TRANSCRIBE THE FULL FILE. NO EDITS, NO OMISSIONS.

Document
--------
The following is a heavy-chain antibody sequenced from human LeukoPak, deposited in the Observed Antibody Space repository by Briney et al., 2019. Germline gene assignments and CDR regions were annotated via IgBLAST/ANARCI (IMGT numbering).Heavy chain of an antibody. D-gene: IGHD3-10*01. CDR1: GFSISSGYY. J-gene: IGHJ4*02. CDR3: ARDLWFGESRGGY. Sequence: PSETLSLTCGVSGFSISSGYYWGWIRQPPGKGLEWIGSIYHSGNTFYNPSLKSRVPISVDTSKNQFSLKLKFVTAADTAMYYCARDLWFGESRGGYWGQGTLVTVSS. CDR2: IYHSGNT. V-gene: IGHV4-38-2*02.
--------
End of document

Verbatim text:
The following is a heavy-chain antibody sequenced from human LeukoPak, deposited in the Observed Antibody Space repository by Briney et al., 2019. Germline gene assignments and CDR regions were annotated via IgBLAST/ANARCI (IMGT numbering).Heavy chain of an antibody. D-gene: IGHD3-10*01. CDR1: GFSISSGYY. J-gene: IGHJ4*02. CDR3: ARDLWFGESRGGY. Sequence: PSETLSLTCGVSGFSISSGYYWGWIRQPPGKGLEWIGSIYHSGNTFYNPSLKSRVPISVDTSKNQFSLKLKFVTAADTAMYYCARDLWFGESRGGYWGQGTLVTVSS. CDR2: IYHSGNT. V-gene: IGHV4-38-2*02.